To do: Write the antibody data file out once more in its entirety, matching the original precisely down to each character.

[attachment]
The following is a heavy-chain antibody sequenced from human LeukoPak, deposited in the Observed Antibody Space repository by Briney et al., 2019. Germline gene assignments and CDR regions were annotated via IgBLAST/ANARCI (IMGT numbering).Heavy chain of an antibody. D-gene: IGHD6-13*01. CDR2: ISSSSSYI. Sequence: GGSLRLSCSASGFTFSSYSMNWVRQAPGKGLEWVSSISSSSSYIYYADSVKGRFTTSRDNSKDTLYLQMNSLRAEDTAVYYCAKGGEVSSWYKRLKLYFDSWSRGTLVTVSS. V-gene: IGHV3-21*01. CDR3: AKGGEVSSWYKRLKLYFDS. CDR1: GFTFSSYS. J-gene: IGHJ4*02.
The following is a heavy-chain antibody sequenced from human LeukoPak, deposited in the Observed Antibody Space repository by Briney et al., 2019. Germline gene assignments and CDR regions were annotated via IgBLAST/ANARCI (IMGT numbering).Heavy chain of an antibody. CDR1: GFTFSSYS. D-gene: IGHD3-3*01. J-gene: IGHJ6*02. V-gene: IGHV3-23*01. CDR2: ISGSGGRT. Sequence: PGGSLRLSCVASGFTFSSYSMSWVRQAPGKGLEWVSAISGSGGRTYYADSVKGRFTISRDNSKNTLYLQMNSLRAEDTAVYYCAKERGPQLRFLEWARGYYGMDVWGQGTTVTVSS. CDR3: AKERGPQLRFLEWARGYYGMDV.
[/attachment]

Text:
The following is a heavy-chain antibody sequenced from human LeukoPak, deposited in the Observed Antibody Space repository by Briney et al., 2019. Germline gene assignments and CDR regions were annotated via IgBLAST/ANARCI (IMGT numbering).Heavy chain of an antibody. D-gene: IGHD6-13*01. CDR2: ISSSSSYI. Sequence: GGSLRLSCSASGFTFSSYSMNWVRQAPGKGLEWVSSISSSSSYIYYADSVKGRFTTSRDNSKDTLYLQMNSLRAEDTAVYYCAKGGEVSSWYKRLKLYFDSWSRGTLVTVSS. V-gene: IGHV3-21*01. CDR3: AKGGEVSSWYKRLKLYFDS. CDR1: GFTFSSYS. J-gene: IGHJ4*02.
The following is a heavy-chain antibody sequenced from human LeukoPak, deposited in the Observed Antibody Space repository by Briney et al., 2019. Germline gene assignments and CDR regions were annotated via IgBLAST/ANARCI (IMGT numbering).Heavy chain of an antibody. CDR1: GFTFSSYS. D-gene: IGHD3-3*01. J-gene: IGHJ6*02. V-gene: IGHV3-23*01. CDR2: ISGSGGRT. Sequence: PGGSLRLSCVASGFTFSSYSMSWVRQAPGKGLEWVSAISGSGGRTYYADSVKGRFTISRDNSKNTLYLQMNSLRAEDTAVYYCAKERGPQLRFLEWARGYYGMDVWGQGTTVTVSS. CDR3: AKERGPQLRFLEWARGYYGMDV.